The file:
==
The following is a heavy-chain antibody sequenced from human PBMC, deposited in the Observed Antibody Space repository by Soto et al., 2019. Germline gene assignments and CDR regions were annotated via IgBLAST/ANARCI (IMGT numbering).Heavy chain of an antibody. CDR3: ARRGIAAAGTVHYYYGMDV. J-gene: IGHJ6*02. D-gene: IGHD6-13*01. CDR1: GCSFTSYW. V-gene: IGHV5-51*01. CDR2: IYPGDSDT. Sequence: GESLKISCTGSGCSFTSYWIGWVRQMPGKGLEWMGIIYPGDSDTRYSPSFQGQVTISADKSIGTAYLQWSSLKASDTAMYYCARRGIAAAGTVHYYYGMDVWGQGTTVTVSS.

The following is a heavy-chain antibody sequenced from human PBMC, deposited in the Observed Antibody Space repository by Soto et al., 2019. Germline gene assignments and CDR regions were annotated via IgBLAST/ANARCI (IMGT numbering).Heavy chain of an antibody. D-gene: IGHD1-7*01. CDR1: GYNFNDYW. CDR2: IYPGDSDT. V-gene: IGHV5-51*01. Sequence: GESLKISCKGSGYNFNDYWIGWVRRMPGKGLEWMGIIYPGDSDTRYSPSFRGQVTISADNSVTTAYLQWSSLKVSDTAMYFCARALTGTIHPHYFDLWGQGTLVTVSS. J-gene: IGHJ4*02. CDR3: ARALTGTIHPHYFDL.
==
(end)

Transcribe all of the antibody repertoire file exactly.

The following is a heavy-chain antibody sequenced from human PBMC, deposited in the Observed Antibody Space repository by Soto et al., 2019. Germline gene assignments and CDR regions were annotated via IgBLAST/ANARCI (IMGT numbering).Heavy chain of an antibody. CDR3: ARRGIAAAGTVHYYYGMDV. J-gene: IGHJ6*02. D-gene: IGHD6-13*01. CDR1: GCSFTSYW. V-gene: IGHV5-51*01. CDR2: IYPGDSDT. Sequence: GESLKISCTGSGCSFTSYWIGWVRQMPGKGLEWMGIIYPGDSDTRYSPSFQGQVTISADKSIGTAYLQWSSLKASDTAMYYCARRGIAAAGTVHYYYGMDVWGQGTTVTVSS.

The following is a heavy-chain antibody sequenced from human PBMC, deposited in the Observed Antibody Space repository by Soto et al., 2019. Germline gene assignments and CDR regions were annotated via IgBLAST/ANARCI (IMGT numbering).Heavy chain of an antibody. D-gene: IGHD1-7*01. CDR1: GYNFNDYW. CDR2: IYPGDSDT. V-gene: IGHV5-51*01. Sequence: GESLKISCKGSGYNFNDYWIGWVRRMPGKGLEWMGIIYPGDSDTRYSPSFRGQVTISADNSVTTAYLQWSSLKVSDTAMYFCARALTGTIHPHYFDLWGQGTLVTVSS. J-gene: IGHJ4*02. CDR3: ARALTGTIHPHYFDL.